In 1910, five principles were identified by the Presbyterian General Assembly as comprising the fundamentals of the Christian faith. According to the assembly, a fundamentalist is one who believes in the inerrancy of Scripture, the virgin birth of Christ, His substitutionary atonement, His bodily resurrection, and the authenticity of miracles.  Then again in 1978 the Chicago Statement on Biblical Inerrancy was formulated by nearly 300 evangelical leaders at a conference sponsored by the International Council on Biblical Inerrancy (ICBI), in Chicago. The statement was designed to defend the position of Biblical inerrancy & infallibility against a perceived trend toward liberal conceptions of Scripture.

ARTICLE XV (An Excerpt from the Chicago Statement of Inerrancy)

We affirm that the doctrine of inerrancy is grounded in the teaching of the Bible about inspiration.

We deny that Jesus’ teaching about Scripture may be dismissed by appeals to accommodation or to any natural limitation of His humanity.

“Yet inerrancy is not an irrational belief, for an omnipotent, omniscience, infinite and perfect God is capable of working through humans, through the process of Divine Inspiration, to create His Word for us in an inerrant form.  Most, if not all, of the biblical contradictions or inconsistencies can be explained by the use of linguistic studies, textual criticism and literary techniques.  If there are any remaining inconsistencies that we do not understand, it is also accepted by faith that one should submit our reason to the reason of God.  The biblical and historical references support inerrancy but they support and confirm a belief accepted on faith, they do not prove an argument based upon reason.” (Biblical Inerrancy: History & Analysis)

Yet, the two most common responses for the affirmation of the doctrine of biblical inerrancy is:

Yes, the original autographical manuscripts is perfect without error in everything, scientific, geographical, historical and spiritual which is a strict and full view of inerrancy.

Or

Yes, it is inerrant in the context of that it can never be wrong or that it won’t ever lead you spiritually wrong.  Which some may consider to be infallibility or limited inerrancy.

However to some disagree; “…were it true that only the “spiritual” sections of the Bible are inerrant, everyone who reads the text would have the personal responsibility of wading through the biblical documents to decide exactly which matters are “spiritual” (thus, inspired) and which are not (thus, uninspired). Such an interpretation of Scripture, however, makes a mockery of biblical authority.”  (Biblical Inerrancy By Dr, Dave Miller and Eric Lyons)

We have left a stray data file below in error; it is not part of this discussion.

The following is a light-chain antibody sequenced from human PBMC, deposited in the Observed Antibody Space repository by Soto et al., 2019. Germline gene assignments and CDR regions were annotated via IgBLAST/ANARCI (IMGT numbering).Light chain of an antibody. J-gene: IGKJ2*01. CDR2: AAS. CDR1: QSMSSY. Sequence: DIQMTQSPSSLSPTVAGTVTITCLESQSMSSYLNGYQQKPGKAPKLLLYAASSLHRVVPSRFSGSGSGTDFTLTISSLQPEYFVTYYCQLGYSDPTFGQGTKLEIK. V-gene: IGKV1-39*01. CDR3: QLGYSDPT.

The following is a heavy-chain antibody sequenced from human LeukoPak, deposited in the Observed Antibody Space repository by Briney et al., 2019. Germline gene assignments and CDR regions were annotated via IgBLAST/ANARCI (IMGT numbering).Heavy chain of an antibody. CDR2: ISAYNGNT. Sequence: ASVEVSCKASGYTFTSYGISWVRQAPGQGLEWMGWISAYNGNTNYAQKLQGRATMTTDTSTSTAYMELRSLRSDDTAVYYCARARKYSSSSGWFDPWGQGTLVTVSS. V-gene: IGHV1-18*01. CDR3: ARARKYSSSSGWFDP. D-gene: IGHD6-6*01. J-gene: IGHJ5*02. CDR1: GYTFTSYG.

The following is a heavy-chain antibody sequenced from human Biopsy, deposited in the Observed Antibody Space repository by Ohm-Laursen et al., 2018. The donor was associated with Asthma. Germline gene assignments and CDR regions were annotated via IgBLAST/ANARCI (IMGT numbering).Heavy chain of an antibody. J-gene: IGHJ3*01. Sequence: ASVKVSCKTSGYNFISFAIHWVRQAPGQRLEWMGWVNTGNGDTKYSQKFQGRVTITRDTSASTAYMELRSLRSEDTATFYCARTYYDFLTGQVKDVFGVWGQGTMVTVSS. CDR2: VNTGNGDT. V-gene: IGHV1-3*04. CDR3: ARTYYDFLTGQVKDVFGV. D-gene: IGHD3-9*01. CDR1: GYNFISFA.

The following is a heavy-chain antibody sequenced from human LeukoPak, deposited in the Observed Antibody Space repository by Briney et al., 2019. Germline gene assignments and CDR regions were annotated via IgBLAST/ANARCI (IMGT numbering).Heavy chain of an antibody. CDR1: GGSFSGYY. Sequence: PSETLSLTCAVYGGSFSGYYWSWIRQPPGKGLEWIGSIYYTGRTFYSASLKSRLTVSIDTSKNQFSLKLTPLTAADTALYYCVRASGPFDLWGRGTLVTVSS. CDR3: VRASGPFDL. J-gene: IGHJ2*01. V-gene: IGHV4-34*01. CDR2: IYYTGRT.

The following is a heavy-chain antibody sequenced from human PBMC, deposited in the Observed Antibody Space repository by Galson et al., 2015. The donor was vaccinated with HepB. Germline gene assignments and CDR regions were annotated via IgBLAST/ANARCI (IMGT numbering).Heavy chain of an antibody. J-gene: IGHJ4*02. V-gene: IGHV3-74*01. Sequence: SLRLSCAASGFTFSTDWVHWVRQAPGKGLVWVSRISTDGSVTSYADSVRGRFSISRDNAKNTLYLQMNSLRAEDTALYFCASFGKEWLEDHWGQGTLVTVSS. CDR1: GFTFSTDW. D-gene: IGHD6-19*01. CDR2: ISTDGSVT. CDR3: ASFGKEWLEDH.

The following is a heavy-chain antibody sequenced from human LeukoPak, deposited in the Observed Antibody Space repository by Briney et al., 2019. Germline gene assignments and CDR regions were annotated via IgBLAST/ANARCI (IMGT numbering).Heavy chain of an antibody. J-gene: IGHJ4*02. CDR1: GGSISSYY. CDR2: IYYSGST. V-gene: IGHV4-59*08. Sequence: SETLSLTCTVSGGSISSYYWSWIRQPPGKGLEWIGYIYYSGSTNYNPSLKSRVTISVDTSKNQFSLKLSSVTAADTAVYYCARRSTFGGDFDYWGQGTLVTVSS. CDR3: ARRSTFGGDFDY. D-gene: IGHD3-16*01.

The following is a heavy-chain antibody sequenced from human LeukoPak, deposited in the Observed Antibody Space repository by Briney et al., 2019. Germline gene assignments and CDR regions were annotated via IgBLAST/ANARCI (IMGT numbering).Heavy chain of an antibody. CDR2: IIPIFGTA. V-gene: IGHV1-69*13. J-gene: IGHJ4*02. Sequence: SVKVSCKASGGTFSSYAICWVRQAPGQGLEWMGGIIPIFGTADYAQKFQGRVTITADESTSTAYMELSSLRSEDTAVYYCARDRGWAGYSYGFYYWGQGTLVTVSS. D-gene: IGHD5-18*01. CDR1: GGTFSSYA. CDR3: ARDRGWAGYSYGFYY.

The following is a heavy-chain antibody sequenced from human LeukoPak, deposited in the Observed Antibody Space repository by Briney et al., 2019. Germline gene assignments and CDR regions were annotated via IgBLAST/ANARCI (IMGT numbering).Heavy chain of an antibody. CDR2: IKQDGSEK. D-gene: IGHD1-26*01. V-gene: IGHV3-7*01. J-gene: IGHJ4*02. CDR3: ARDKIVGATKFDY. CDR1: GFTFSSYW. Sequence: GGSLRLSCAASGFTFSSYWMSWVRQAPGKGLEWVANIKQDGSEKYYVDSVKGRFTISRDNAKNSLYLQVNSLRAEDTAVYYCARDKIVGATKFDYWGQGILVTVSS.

“This is not to say that everyone who denies the doctrine of inerrancy can or will deny the Deity of Christ. What I am saying is that those who deny the doctrine of inerrancy, while claiming that they believe in the Deity of Christ and His Lordship over them, tread on very thin ice in terms of consistency and coherency in their theology. I had asserted that the doctrine of inerrancy was [and is] a doctrine, which if not clearly taught in Scripture, derived by necessary inference from the doctrine of Divine inspiration. I also asserted that if Scripture is not inerrant, it cannot be accepted as reliable and authoritative, because there no longer exists any basis for that authority.  It is to be expected that such logic is denied by those who deny inerrancy….The guiding principle of inerrantists with regard to Scripture is “False in one, false in all.””   -(From Dave’s Theology)

“A church without the authority of Scripture is like a crocodile without teeth; it can open its mouth as wide and as often as it likes—but who cares? Thankfully, God has given us His inspired, inerrant, and infallible Word. His people can speak with authority and boldness, and we can be confident we have His instructions for our lives.” -(Why should we believe in the inerrancy of the bible? By Brian Edwards,of  Answeringenesis.org)

(*The Following Paragraphs are an excerpt from the Contribution Post Why the Bible Must Be Inerrant? By Nate from Finding Truth)

Inerrant in the Original                                                                                                      Sometimes Christians will claim that the original manuscripts of the Bible were completely inerrant, so any problems in our Bibles today come from copyists and translators. Of course, since we have none of the Bible’s original manuscripts, it’s impossible to verify that claim. I won’t spend much time on this issue, because it would take us too far away from the topic at hand, but as I understand it, most scholars think that we’ve been able to come very close to what the original documents said. The fact that some passages were kept in popular translations for centuries even though we’ve now discovered that they weren’t original to the Bible only hurts the notion of inspiration, in my view. After all, what good are perfect originals if we don’t have access to them? But in the end, copyist errors can’t account for all the difficulties in the Bible, so I don’t feel it’s worth going into any further at this point.

Inerrant… Sometimes
Despite all of this evidence, there are still many Christians who maintain that the Bible does not have to be inerrant. For them, it is only inerrant when it comes to matters of spirituality, salvation, doctrine, etc. So when it talks about matters of science or history, for example, it may not be completely accurate.